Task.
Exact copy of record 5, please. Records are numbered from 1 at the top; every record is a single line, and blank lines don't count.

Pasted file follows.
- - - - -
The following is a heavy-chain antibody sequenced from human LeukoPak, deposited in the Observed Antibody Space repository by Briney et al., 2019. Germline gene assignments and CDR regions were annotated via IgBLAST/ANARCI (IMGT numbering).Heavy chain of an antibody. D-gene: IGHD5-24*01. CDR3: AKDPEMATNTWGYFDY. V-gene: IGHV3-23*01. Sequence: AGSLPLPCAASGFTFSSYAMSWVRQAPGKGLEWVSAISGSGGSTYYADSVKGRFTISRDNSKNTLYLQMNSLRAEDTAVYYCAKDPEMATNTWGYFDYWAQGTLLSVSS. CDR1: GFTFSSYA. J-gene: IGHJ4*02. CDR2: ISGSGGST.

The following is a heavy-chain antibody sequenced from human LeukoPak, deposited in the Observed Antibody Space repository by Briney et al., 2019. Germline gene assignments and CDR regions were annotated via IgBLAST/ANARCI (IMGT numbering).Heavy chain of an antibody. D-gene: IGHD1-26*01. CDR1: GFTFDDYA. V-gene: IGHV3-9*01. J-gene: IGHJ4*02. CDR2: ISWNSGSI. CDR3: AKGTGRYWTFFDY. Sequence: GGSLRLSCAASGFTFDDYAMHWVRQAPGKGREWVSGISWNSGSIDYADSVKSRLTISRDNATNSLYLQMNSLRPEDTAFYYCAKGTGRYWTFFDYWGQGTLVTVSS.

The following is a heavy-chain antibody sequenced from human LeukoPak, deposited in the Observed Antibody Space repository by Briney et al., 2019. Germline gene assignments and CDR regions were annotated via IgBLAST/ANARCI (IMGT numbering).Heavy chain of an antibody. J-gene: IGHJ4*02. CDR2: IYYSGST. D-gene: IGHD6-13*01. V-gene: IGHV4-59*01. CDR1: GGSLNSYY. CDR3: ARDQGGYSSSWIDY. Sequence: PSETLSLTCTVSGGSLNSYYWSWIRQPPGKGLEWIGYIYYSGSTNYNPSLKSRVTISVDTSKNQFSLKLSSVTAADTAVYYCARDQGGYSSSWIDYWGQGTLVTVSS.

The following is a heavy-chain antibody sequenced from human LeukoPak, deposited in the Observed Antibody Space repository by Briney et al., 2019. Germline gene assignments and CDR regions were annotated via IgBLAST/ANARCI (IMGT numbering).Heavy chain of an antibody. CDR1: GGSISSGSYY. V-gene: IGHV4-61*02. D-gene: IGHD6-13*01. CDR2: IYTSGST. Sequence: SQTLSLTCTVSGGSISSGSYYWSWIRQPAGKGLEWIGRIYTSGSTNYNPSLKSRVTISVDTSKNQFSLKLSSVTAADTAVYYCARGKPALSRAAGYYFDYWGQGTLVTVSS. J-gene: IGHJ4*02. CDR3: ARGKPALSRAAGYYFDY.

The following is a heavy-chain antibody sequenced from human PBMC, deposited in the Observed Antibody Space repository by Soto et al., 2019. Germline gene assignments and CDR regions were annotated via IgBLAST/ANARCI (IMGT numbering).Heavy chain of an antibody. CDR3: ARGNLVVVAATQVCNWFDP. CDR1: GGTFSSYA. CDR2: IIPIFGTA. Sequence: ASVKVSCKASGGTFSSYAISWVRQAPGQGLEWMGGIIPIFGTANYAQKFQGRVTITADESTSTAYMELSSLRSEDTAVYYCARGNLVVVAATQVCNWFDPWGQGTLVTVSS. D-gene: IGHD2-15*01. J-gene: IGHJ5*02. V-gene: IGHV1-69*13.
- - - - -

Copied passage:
The following is a heavy-chain antibody sequenced from human PBMC, deposited in the Observed Antibody Space repository by Soto et al., 2019. Germline gene assignments and CDR regions were annotated via IgBLAST/ANARCI (IMGT numbering).Heavy chain of an antibody. CDR3: ARGNLVVVAATQVCNWFDP. CDR1: GGTFSSYA. CDR2: IIPIFGTA. Sequence: ASVKVSCKASGGTFSSYAISWVRQAPGQGLEWMGGIIPIFGTANYAQKFQGRVTITADESTSTAYMELSSLRSEDTAVYYCARGNLVVVAATQVCNWFDPWGQGTLVTVSS. D-gene: IGHD2-15*01. J-gene: IGHJ5*02. V-gene: IGHV1-69*13.